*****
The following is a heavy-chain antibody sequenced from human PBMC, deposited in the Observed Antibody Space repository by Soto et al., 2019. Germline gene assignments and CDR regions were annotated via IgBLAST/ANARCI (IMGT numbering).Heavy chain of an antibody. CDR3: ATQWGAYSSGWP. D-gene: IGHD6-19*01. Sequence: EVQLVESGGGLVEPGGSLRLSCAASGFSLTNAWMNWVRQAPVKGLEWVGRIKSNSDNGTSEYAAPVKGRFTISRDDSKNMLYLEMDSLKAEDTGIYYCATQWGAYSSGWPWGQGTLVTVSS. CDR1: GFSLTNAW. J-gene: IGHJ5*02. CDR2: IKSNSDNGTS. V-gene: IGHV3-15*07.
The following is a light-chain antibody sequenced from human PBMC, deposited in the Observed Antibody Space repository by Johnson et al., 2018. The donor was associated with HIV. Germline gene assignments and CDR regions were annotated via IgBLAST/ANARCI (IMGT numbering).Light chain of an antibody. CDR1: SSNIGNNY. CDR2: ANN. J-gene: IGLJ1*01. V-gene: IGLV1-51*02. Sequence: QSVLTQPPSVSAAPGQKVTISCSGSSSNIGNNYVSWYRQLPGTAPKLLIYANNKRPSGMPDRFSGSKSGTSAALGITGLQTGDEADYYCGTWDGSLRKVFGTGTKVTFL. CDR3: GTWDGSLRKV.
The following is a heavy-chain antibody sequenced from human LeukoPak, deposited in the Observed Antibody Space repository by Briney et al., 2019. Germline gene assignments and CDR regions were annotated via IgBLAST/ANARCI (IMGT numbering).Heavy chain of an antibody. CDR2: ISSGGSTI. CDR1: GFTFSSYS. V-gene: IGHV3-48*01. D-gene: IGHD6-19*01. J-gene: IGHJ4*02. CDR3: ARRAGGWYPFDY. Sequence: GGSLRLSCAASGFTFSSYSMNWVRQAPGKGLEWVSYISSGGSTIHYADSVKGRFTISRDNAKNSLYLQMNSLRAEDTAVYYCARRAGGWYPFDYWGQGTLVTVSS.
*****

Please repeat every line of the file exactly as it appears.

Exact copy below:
The following is a heavy-chain antibody sequenced from human PBMC, deposited in the Observed Antibody Space repository by Soto et al., 2019. Germline gene assignments and CDR regions were annotated via IgBLAST/ANARCI (IMGT numbering).Heavy chain of an antibody. CDR3: ATQWGAYSSGWP. D-gene: IGHD6-19*01. Sequence: EVQLVESGGGLVEPGGSLRLSCAASGFSLTNAWMNWVRQAPVKGLEWVGRIKSNSDNGTSEYAAPVKGRFTISRDDSKNMLYLEMDSLKAEDTGIYYCATQWGAYSSGWPWGQGTLVTVSS. CDR1: GFSLTNAW. J-gene: IGHJ5*02. CDR2: IKSNSDNGTS. V-gene: IGHV3-15*07.
The following is a light-chain antibody sequenced from human PBMC, deposited in the Observed Antibody Space repository by Johnson et al., 2018. The donor was associated with HIV. Germline gene assignments and CDR regions were annotated via IgBLAST/ANARCI (IMGT numbering).Light chain of an antibody. CDR1: SSNIGNNY. CDR2: ANN. J-gene: IGLJ1*01. V-gene: IGLV1-51*02. Sequence: QSVLTQPPSVSAAPGQKVTISCSGSSSNIGNNYVSWYRQLPGTAPKLLIYANNKRPSGMPDRFSGSKSGTSAALGITGLQTGDEADYYCGTWDGSLRKVFGTGTKVTFL. CDR3: GTWDGSLRKV.
The following is a heavy-chain antibody sequenced from human LeukoPak, deposited in the Observed Antibody Space repository by Briney et al., 2019. Germline gene assignments and CDR regions were annotated via IgBLAST/ANARCI (IMGT numbering).Heavy chain of an antibody. CDR2: ISSGGSTI. CDR1: GFTFSSYS. V-gene: IGHV3-48*01. D-gene: IGHD6-19*01. J-gene: IGHJ4*02. CDR3: ARRAGGWYPFDY. Sequence: GGSLRLSCAASGFTFSSYSMNWVRQAPGKGLEWVSYISSGGSTIHYADSVKGRFTISRDNAKNSLYLQMNSLRAEDTAVYYCARRAGGWYPFDYWGQGTLVTVSS.